A segment of two Cooper lookalikes vomiting is so revolting I felt like throwing up myself, and had to momentarily look away. There are scenes that contain nothing but characters looking silently at each other or turning their heads ever so slowly, and on the other hand, there are jarring scenes that could cause epileptic behaviour if played for too long.
Where modern TV creators have found a way to balance their artistic leanings with a sense of narrative cohesion, Lynch has deemed the network’s carte blanche for Twin Peaks to channel the purest form of his eerie and eccentric vision, distancing himself from all trappings. In the first two hours, it can make for an exasperating, discombobulating, and disjointed experience, one that starts to only make sense with future episodes. For all of Showtime’s trust in Lynch, Twin Peaks seems designed as a binge-watch experience, not least for its embrace of the multi-hour TV as a movie formula.
It’s even more unfortunate then that Showtime has yet to figure out licencing deals outside its home territory. Unlike CBS’ partnership with Netflix for the upcoming Star Trek: Discovery, and Amazon’s ongoing day-to-day release for Starz’s American Gods, Twin Peaks’ new proprietor has yet to figure out a similar arrangement, leaving all international fans in the dust, and possibly forcing them to watch via illegal means. It’s wholly possible the network is waiting to see how the show performs in the US (early numbers aren’t very promising), which will result in a delayed release in territories abroad.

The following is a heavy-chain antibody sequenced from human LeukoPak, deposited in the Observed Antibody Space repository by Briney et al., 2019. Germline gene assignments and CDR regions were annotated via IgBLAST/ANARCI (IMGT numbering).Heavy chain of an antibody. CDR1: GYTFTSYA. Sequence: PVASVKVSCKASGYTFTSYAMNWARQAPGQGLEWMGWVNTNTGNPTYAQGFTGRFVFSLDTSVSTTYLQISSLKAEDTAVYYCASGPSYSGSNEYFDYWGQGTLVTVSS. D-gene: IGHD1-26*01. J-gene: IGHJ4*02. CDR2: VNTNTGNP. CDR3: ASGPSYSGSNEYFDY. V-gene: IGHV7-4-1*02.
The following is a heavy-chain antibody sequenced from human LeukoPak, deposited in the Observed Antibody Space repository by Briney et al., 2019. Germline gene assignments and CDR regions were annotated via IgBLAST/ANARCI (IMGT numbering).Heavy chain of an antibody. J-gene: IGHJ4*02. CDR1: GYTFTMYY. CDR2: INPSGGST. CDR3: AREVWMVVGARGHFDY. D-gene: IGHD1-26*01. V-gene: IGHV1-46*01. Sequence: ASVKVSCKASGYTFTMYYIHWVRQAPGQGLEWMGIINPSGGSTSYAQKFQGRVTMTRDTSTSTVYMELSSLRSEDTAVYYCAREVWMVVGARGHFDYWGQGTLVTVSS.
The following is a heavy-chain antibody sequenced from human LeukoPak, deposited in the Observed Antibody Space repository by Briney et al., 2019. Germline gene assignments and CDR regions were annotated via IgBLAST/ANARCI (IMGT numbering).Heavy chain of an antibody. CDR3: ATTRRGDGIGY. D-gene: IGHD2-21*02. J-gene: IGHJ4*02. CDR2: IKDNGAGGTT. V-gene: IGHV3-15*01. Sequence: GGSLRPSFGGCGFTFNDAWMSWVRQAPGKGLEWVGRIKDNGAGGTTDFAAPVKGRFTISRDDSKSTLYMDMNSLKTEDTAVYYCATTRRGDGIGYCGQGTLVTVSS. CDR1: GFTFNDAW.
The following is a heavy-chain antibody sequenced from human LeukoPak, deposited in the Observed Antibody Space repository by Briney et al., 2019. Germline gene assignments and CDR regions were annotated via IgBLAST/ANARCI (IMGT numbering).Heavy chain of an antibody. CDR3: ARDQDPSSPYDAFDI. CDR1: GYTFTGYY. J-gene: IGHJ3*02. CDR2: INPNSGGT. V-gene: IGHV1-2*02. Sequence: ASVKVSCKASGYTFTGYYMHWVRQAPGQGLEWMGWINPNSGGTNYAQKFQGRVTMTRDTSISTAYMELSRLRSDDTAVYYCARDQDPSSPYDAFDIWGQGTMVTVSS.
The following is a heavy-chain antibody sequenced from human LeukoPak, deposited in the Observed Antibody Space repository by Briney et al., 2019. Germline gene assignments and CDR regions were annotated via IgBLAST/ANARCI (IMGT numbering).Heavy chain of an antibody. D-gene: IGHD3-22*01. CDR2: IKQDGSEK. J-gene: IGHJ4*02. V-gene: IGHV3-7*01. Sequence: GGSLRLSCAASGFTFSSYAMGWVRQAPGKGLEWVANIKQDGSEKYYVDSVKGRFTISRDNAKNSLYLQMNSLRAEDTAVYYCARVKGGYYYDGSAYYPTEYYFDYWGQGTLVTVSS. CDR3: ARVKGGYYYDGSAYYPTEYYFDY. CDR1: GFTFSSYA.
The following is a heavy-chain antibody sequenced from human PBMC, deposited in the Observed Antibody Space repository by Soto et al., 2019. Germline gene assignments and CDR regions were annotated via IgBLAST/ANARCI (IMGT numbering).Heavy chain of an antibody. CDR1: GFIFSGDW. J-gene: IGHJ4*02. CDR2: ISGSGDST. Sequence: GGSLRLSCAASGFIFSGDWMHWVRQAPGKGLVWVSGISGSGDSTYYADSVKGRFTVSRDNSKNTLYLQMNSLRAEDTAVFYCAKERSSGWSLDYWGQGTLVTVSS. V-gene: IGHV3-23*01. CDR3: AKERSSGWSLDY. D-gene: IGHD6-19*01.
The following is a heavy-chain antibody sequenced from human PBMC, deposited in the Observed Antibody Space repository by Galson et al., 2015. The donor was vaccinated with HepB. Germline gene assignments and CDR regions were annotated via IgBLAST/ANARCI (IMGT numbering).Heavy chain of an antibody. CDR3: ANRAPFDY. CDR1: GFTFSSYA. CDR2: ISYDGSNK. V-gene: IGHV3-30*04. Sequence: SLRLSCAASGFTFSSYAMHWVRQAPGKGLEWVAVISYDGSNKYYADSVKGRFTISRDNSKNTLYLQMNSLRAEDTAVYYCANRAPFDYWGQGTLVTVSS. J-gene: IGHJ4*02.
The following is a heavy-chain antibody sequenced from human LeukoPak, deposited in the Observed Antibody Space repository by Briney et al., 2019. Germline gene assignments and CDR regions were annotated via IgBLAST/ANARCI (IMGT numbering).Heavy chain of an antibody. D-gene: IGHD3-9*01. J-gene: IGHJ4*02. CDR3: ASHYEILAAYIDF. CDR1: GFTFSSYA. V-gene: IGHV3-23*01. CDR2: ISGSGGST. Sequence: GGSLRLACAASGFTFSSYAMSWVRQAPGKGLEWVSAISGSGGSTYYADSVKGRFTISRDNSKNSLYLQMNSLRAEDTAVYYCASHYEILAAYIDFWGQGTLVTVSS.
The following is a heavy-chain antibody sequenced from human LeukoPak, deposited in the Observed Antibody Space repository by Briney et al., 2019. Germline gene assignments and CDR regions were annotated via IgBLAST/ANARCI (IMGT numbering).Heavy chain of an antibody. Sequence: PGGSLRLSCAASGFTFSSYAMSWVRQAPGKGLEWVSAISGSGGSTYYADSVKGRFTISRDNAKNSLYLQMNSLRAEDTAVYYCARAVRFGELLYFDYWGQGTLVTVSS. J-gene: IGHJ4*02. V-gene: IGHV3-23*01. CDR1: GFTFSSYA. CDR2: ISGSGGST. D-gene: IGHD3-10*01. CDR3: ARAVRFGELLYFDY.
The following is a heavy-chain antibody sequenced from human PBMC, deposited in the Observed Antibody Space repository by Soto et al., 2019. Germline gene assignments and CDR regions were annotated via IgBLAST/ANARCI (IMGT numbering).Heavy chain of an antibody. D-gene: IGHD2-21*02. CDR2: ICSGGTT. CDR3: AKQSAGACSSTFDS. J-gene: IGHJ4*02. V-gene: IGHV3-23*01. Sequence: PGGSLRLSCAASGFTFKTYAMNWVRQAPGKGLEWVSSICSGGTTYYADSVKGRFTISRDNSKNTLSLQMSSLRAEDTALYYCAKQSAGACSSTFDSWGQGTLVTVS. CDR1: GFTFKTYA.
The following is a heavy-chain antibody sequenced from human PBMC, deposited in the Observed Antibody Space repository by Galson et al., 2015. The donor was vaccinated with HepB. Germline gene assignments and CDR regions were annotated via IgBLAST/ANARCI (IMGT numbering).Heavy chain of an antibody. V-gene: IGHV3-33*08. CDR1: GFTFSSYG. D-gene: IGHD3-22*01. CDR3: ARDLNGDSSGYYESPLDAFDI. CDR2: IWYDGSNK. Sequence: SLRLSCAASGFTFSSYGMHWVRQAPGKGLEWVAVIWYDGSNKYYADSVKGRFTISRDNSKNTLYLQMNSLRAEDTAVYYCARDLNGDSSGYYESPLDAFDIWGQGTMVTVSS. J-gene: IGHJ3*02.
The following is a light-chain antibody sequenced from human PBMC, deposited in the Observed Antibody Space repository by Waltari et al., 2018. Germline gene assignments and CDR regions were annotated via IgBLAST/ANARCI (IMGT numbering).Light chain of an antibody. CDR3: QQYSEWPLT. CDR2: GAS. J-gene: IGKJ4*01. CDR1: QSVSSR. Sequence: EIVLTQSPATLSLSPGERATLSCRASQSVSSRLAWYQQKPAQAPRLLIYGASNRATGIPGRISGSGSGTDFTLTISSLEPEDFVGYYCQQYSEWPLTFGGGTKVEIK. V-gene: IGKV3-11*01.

That confusion and disinterest can be felt in the return’s two-hour premiere as well, which defies a cohesive plot, and moves between sprawling threads between New York, South Dakota, and Twin Peaks, propping up new storylines with gruesome, unexplained murders, and bits of fan service in the case of the latter. It’s still as primal, weird, and terrifying as ever, though there’s a bit of self-indulgence from the creators as well. MacLachlan spends more time on screen as ‘Evil Cooper’ (inherited by the spirit of BOB), donning a snakeskin jacket and long hair, than he appears as the charming, young detective that was our conduit for understanding Twin Peaks’ community.
Yet for all its flaws, it’s great that Lynch isn’t simply interested in revisiting the glory days of Twin Peaks. A lesser showrunner would have given us more of what audiences loved from the show’s first season, the perfect nostalgia throwback to the past, à la Star Wars: The Force Awakens. Instead, Lynch is serving a continuation of the story 25 years later – Showtime president has described it as “Agent Cooper’s odyssey back to Twin Peaks” – while still being its own wacky thing. Despite so much time having passed by, and the more refined TV narratives we’ve seen since, the new Twin Peaks is still a singular vision of one man: David Lynch, who directs all 18 episodes of season three, which is why it’s worth sticking around.
We discussed Twin Peaks season 3 on our weekly gaming and pop culture podcast Transition. You can subscribe to it via Apple Podcasts or RSS or just listen to this episode by hitting the play button below.